From a misty night into the dark exposition rooms of a museum to ponder philosophically at paintings by 'Pieter Jansz Saenredam', 'Hercules Pieterszoon Seghers', Hendrikus van de Sande ... See full summary »
From a misty night into the dark exposition rooms of a museum to ponder philosophically at paintings by 'Pieter Jansz Saenredam', 'Hercules Pieterszoon Seghers', Hendrikus van de Sande Bakhuyzen, Andreas Schelfhout, Vincent van Gogh, Pieter Bruegel, Charles Henri Joseph Leickert. Written by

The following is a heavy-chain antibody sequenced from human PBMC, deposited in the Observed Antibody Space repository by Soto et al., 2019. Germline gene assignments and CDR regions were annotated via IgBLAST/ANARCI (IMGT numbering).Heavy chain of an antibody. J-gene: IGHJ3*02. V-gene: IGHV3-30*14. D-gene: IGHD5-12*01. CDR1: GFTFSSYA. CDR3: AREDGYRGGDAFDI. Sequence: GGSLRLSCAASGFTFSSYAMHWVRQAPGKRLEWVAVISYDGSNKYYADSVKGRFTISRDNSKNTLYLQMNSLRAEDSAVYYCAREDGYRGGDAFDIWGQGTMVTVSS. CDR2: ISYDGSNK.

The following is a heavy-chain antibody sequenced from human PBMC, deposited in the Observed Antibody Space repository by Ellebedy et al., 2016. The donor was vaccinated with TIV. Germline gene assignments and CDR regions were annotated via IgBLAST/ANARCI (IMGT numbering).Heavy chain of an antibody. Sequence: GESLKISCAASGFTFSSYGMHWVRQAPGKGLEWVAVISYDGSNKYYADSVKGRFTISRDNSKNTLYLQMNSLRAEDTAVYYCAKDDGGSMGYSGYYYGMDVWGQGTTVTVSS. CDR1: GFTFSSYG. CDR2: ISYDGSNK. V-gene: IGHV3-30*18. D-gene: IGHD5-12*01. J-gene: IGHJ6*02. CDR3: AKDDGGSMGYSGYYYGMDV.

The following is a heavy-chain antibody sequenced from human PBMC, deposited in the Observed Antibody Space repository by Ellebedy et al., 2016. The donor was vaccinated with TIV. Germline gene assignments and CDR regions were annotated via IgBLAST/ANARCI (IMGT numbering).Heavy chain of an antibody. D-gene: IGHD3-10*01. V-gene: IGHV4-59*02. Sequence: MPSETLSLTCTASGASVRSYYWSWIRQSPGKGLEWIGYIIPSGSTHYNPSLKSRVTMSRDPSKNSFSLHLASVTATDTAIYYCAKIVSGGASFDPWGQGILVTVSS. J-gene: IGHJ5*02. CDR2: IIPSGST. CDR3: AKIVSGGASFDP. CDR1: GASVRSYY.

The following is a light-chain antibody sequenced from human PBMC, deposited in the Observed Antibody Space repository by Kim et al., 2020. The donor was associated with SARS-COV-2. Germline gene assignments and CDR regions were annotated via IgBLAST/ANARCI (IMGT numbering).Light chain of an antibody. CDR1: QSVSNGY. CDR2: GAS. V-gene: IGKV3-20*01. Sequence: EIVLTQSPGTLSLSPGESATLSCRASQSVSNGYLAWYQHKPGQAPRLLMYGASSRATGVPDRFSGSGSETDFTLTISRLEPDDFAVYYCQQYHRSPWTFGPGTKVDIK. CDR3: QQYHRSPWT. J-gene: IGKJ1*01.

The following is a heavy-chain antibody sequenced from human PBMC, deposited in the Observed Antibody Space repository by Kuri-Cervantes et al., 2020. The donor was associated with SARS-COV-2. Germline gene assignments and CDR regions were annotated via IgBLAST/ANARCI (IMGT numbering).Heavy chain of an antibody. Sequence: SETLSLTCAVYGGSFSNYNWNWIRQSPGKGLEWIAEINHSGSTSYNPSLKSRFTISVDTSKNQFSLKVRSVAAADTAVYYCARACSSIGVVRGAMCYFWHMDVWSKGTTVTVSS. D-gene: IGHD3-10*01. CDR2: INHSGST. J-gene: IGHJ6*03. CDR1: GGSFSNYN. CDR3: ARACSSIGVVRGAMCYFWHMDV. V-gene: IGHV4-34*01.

Here is some interpretation of this wonderful visual poem. It starts in Russia where the narrator (who is only seen as a shade, but seems to be Sokurov) passes through a town while remembering its inhabitants' intense fear of death. Next he observes a baptism in the company of a monk. He wonders why Jesus did not beg to be crucified, as this was his destination. He seems to ask: How could the world be redeemed if even God is afraid of death? He then embarks on a journey, taken along by some unknown force, across Finland and Germany, to the Netherlands. In a motorway restaurant he meets a young Dutchman who talks about how humility taught him love to all people, and how God is equated with love - still very Christian, but a more humanist and functional view of God. This seems to liberate man from all expectations towards God and gives him back the freedom to create himself. Thus, in the end, the observer walks through a paintings gallery (actually the Boymans-Van Beuningen Museum in Rotterdam), and just like in the beginning, vaguely remembers a town and its people from an 18th century painting. Everything there is frozen in time, and with a magical gesture he revives life in the picture - while God has probably abandoned this world to create a better one elsewhere (this is not my interpretation, but it's in the text), man can provide life to this world himself. Just my understanding of this film, but, as with all good art, there's much more to it... All images here look like they were filmed on a water surface, but this is not only done to create a dream atmosphere, but also to stress that we are looking at an artificial image - something we tend to recognize in painting but less so in film. It's important here because Sokurov links film to painting.
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